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CLE@SEA: McClendon discusses Elias and the loss

SEATTLE -- Indians right-hander Josh Tomlin put the clamps on the Mariners' recently revived bats Saturday, sending Seattle to a 5-0 defeat while allowing just one baserunner in nine innings.

The loss was just the second in the past eight games for a Mariners club whose offense had been warming in recent weeks but managed only a Kyle Seager single in the fifth against the 29-year-old Tomlin.

"The stars just didn't line up for us tonight in a lot of different ways," said Mariners manager Lloyd McClendon. "It was pretty ugly for us all the way around. Their guy threw a nice ballgame. It was just one of those days. Quite honestly, we haven't had one of those for quite a while. Every team has 'em and we had one tonight. Move on and get ready for tomorrow."

Tomlin struck out a career-high 11 and didn't walk a batter in evening his season record at 5-5 with a 3.78 ERA while snapping a personal three-game losing streak. It was the first one-hitter by an Indians pitcher since Billy Traber on July 8, 2003, against the Yankees.

"I don't know. I really don't know," Tomlin said of what flipped the switch for him. "I was finally back to commanding the ball like I used to. Good things happen in a ballpark like this, especially."

The Mariners have been one-hit twice this season, enduring the same fate in a 2-0 loss on April 9 against the Angels. It was the 22nd time in franchise history that Seattle has been held to one or no hits in a game.

The Mariners still hit the halfway point of the season with a 43-38 record, an eight-win improvement from last year's 35-46 mark. It's the first time Seattle has been over .500 at the midpoint since 2009.

Much of that improvement has come courtesy of a pitching staff that entered Saturday's games ranked second in the American League in ERA at 3.25, including a bullpen that had the best ERA in the league at 2.63.

But rookie southpaw Roenis Elias gave up five runs in six innings, dropping his record to 7-6 with a 3.96 ERA after he'd held the Padres and Royals to just one run in his last two outings. Elias allowed six hits with two walks and two strikeouts on 100 pitches.

"I just had a bad day," Elias said through interpreter Fernando Alcala. "In baseball sometimes that happens. It just didn't work out today."

He got no argument there from McClendon.

"He didn't really have command, particularly of the fastball," said the skipper. "No command of the breaking ball. It was just one of those nights. It was just a bad night all the way around. It's hard to explain. That's baseball. That's the way it goes sometimes. Our starter didn't have it, we didn't have it. They outplayed us in every facet of the game."

The Indians got to Elias right out of the gate with two runs in the top of the first on three straight one-out hits, including an RBI single by Michael Brantley and a run-scoring double by Carlos Santana.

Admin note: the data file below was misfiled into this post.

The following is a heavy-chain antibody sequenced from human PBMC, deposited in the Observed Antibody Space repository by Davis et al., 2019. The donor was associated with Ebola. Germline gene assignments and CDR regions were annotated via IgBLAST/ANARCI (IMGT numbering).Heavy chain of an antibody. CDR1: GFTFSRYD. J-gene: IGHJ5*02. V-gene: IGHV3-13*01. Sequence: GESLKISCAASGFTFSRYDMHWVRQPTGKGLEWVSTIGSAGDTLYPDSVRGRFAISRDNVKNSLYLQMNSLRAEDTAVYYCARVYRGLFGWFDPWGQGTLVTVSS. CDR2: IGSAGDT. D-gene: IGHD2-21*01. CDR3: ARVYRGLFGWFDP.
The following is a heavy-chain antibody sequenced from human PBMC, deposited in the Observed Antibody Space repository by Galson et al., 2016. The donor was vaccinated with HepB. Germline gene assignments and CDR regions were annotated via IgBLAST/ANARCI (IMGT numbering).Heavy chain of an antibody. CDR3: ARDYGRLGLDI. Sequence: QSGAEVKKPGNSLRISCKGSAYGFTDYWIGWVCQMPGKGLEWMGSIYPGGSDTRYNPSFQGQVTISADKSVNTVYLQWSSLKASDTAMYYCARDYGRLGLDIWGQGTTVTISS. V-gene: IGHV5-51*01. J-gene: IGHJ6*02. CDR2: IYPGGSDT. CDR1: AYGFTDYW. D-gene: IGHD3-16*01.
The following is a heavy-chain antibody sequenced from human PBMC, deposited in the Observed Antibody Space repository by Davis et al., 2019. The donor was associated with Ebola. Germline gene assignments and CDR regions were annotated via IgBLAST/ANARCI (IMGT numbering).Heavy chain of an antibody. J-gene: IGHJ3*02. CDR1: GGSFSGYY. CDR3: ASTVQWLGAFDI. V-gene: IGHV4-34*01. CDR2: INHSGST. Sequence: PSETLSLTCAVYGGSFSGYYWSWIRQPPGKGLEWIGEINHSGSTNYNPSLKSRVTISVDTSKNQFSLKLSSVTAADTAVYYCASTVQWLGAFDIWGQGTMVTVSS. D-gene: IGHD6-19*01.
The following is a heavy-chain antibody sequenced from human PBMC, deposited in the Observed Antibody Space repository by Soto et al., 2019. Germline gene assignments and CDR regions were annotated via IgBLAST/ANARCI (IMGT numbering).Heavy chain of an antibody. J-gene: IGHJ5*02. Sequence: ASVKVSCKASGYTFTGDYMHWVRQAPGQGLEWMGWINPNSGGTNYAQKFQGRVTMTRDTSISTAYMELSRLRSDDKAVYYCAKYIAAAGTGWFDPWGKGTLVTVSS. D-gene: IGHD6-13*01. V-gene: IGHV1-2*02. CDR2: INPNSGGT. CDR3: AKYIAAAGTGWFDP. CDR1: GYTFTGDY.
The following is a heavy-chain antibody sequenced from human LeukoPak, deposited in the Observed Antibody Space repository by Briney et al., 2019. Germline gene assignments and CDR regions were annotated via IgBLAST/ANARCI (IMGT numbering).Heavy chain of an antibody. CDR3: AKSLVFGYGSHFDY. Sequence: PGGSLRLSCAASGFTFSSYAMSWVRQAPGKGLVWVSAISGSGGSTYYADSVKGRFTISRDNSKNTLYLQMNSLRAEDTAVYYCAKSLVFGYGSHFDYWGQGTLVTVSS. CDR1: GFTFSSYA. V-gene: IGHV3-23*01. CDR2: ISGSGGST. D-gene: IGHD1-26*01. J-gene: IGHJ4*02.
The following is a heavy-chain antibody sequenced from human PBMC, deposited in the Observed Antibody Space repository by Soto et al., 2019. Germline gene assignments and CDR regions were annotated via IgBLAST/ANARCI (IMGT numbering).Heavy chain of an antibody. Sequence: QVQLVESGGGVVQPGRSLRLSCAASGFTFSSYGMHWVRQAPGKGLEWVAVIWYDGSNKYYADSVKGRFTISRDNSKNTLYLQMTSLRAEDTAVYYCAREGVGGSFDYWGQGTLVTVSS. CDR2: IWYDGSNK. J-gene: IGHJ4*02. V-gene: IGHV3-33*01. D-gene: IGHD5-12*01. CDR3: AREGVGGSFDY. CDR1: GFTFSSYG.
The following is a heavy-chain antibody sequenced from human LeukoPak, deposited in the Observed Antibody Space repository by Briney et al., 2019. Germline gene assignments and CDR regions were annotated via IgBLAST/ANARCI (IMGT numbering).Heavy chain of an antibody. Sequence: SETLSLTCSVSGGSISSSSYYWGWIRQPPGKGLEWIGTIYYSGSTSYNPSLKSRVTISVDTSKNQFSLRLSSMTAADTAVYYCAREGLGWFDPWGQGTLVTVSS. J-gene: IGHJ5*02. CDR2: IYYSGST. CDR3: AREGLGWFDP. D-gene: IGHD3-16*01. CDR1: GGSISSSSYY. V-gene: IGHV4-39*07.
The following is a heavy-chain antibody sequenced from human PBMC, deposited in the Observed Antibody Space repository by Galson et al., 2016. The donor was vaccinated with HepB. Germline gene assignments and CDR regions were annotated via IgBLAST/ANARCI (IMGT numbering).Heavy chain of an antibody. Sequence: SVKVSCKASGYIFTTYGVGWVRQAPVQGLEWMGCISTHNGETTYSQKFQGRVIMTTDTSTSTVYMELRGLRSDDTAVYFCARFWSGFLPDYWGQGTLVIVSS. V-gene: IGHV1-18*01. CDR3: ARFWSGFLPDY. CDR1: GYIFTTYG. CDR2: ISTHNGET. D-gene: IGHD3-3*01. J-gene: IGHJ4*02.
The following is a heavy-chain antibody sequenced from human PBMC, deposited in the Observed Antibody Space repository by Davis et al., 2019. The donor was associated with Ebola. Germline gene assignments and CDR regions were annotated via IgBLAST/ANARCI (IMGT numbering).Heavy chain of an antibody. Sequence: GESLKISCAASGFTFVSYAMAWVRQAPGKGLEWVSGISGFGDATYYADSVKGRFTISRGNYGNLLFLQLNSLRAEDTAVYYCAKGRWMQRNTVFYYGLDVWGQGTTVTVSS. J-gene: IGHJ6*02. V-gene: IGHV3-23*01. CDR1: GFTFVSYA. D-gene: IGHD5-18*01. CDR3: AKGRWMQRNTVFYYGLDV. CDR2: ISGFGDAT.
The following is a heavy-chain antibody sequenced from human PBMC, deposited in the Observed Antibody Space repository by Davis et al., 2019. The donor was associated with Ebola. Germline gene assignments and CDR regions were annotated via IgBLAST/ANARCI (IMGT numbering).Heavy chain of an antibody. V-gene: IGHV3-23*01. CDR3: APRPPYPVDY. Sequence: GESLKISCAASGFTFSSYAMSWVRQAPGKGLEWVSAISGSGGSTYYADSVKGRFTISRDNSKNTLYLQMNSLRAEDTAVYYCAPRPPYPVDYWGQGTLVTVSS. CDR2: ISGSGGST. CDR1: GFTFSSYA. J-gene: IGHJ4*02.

The youngster corrected course and zipped through the fourth without any issues before giving up two more runs in the fifth on an RBI double by Michael Bourn and a sacrifice fly by Asdrubal Cabrera after balking Bourn to third when the ball slipped out of his hand as he stood on the rubber.

Catcher Yan Gomes gave Cleveland a 5-0 lead with a solo home run in the sixth before McClendon went to his bullpen. That was one positive for the Mariners as relievers Dominic Leone, Brandon Maurer and Tom Wilhelmsen gave up just one hit with four strikeouts in three innings, including another impressive frame from Maurer in his second relief stint since being recalled.

The Mariners' offense had come around considerably this month, with their June batting average of .266 going into Saturday's game ranking as the second-highest single-month mark for the club since 2010. But little of that was in evidence on a quiet Saturday night in front of a crowd of 23,012.

Indians right fielder Ryan Raburn robbed Seager of an extra-base hit with a diving catch in the second inning and Tomlin rolled through four perfect frames before Seager led off the fifth with a single to left.

Seager finished 1-for-3, putting him at .600 (12-for-20) with five runs, three doubles, two home runs and eight RBIs in the first five games of this six-game homestand, raising his average from .250 to .274 in the process.

But this night belonged to Tomlin, who recorded just the second complete game of his career and is now 4-1 with a 3.41 ERA in five starts against Seattle.

"We'd faced him a couple times," said Seager, who was 4-for-6 with four doubles against Tomlin coming in. "I had two games worth of at-bats on him and remembered him a little. I hadn't faced him too much, but we knew what he threw. He just threw it really well."

Robinson Cano was 5-for-11 with two doubles and a home run against Tomlin in previous meetings with the Yankees, but went 0-for-3 with two strikeouts.

"He was the same guy. It was just one of those nights," Cano said. "He threw his pitches right in the spots where he wanted. We just need to turn the page and be ready for tomorrow."

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